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University of Colorado Denver | Anschutz Medical Campus

University of Colorado Denver, Newsroom
 

Rural Immersion Week

Students learn about life and health care in rural Colorado




B​y Andy Gilmore | University Communications​

The students immunized. They branded. They castrated.

Those activities—all with cattle—were part of the many experiences of 14 students from Anschutz Medical Campus who traveled to Lamar in June, as part of the 2014 Rural Immersion Week. 

The students, from the schools of medicine, including the MD and physician assistant program, pharmacy and nursing, visited Lamar, for five days to gain an insight into rural life.

A trip to Lamar

Now in its fifth year, the Rural Immersion Week saw this year’s cohort visit the smallest community so far. Lamar, with some 7,000 residents, sits near Colorado’s eastern edge. 

Mark Deutchman, MD, director of the School of Medicine’s Rural Track and associate dean for rural health, explained that the goal of the week was community immersion. 

“The students get plenty of health care experience while on campus,” said Deutchman, a professor in the Department of Family Medicine. “The immersion week removes students from their health care comfort zone and requires them to think about what it’s like to be living and working in a rural community. A major goal of the week is to have students test their assumptions. To ask themselves, ‘What would it be like if I was living and working here?’”

CU School of Medicine Rural Track students CU School of Medicine Rural Track students CU School of Medicine Rural Track students CU School of Medicine Rural Track students

Kevin McAllister, a medical student, explained that he wanted to participate in the Rural Immersion Week to gain an insight into aspects of a rural town that are not directly related to health care, and into hurdles the inhabitants of a rural town face.

“It was refreshing to talk with people from the community about things that they enjoy, instead of the health-focused interactions with strangers I am accustomed to in the health care setting,” McAllister said.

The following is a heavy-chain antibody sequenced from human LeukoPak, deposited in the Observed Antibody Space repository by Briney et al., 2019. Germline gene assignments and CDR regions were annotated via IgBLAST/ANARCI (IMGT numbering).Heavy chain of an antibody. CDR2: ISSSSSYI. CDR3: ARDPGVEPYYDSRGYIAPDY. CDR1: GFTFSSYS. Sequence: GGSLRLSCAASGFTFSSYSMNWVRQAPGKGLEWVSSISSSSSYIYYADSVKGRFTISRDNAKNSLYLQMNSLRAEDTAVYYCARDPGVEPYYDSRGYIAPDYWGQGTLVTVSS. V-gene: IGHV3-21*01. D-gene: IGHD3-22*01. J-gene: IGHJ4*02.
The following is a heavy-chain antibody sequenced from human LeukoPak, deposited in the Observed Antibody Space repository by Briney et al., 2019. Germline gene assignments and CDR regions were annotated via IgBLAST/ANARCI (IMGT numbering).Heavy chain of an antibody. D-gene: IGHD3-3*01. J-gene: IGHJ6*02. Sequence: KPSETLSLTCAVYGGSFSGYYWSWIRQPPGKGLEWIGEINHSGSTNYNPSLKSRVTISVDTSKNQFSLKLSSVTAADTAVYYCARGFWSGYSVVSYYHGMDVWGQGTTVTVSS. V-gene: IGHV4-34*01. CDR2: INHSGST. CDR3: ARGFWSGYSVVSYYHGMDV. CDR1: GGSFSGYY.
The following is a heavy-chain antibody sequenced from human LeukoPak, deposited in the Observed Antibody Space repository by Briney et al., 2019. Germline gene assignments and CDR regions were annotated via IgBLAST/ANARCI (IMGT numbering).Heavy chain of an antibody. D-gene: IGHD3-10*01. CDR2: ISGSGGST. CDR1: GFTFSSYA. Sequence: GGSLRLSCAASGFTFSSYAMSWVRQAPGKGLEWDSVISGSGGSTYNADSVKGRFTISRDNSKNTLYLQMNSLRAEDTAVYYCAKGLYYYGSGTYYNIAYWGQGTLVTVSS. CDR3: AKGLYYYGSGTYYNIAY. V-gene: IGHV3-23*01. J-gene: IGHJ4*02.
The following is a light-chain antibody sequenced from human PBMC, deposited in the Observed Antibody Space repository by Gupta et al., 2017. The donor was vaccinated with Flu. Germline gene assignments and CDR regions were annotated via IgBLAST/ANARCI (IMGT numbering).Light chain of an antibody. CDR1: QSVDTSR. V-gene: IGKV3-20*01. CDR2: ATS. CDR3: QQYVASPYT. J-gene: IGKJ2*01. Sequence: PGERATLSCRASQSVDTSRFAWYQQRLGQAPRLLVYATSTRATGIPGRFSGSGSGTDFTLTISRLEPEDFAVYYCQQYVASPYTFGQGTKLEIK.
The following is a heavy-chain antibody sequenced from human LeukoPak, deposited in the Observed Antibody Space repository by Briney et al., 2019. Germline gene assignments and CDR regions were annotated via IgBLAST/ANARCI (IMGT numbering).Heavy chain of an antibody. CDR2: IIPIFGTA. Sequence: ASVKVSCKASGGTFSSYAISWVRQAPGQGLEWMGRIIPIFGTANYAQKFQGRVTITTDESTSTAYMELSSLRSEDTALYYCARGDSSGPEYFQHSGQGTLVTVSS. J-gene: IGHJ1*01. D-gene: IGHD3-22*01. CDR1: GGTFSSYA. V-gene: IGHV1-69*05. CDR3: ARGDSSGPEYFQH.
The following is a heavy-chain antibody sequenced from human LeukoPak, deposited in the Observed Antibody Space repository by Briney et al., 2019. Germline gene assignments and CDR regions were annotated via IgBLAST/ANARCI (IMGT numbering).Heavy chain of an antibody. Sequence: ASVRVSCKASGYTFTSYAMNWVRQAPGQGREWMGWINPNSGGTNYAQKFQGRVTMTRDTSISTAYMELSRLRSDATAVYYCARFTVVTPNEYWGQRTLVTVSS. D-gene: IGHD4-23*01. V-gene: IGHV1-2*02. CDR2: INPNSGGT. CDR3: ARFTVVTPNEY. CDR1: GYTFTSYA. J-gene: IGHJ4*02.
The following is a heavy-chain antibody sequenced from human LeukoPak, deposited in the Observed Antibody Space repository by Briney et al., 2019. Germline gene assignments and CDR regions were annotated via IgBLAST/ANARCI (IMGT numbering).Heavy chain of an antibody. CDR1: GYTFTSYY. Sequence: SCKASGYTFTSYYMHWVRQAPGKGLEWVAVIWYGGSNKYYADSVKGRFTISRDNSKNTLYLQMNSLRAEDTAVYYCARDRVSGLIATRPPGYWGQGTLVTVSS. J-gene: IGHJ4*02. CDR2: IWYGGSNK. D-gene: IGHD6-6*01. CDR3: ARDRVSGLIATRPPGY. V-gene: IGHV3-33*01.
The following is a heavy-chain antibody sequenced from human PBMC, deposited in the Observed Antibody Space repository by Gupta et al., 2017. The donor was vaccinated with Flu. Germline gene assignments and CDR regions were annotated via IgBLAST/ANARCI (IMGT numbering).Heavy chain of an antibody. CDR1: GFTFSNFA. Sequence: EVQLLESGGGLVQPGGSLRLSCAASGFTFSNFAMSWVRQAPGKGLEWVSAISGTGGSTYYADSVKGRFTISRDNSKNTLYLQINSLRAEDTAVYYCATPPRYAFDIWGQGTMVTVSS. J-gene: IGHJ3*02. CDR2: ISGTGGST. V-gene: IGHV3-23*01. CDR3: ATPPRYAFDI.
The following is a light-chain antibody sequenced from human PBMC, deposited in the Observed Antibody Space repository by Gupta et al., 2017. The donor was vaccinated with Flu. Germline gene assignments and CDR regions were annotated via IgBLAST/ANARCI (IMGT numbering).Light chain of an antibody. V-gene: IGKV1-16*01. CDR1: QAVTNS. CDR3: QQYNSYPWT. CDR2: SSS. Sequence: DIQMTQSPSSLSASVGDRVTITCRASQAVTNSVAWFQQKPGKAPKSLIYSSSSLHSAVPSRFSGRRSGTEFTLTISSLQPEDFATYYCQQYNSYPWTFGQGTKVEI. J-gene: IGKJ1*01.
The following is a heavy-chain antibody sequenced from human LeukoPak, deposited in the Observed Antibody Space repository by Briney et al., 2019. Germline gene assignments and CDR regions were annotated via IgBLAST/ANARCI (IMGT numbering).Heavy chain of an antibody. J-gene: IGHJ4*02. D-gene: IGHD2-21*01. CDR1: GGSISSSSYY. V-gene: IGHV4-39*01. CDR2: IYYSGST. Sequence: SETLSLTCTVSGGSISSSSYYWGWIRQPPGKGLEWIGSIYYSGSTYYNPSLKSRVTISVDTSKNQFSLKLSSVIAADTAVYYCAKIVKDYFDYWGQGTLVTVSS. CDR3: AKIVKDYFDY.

I chose to take part in the Rural Immersion Week to help expand my view of rural living beyond the medical issues,” said medical student Garrett Urban. “To really be an effective rural medical provider, it is vital to learn how rural towns function and understand the multiple factors that play into the lives of those who live there. Only then will we be able to effectively integrate ourselves into rural life and become functioning members of the community.”

Urban says it is vital that a physician understands the unique culture of a rural town. 

“The culture in many small towns is very strong, and the ability of a physician to understand the culture of a specific town can make or break a rural medical practice. It is important to be a good physician, but arguably more important to be an active member of the community.”

Meeting the community

Throughout the week, students engaged with a range of members of the rural community. Support of the local community is crucial to the success of the Rural Immersion Week, said Deutchman, who previously practiced medicine for 12 years in a town of just 2,000 people. 

“Local knowledge and expertise is vital to the success of the week, and we have a tremendous amount of community support,” he said. “For so many members of the community to turn up and each talk to us for 20 or 30 minutes at a community introduction session on the first day of our visit is invaluable.  Then, throughout the week they all make themselves available to the students. It happens each year and we’re so grateful.”

At the end of the week, students were divided into groups (business and agriculture, health care, education and natural resources) and required to present their thoughts and findings to the other participants and Lamar community leaders.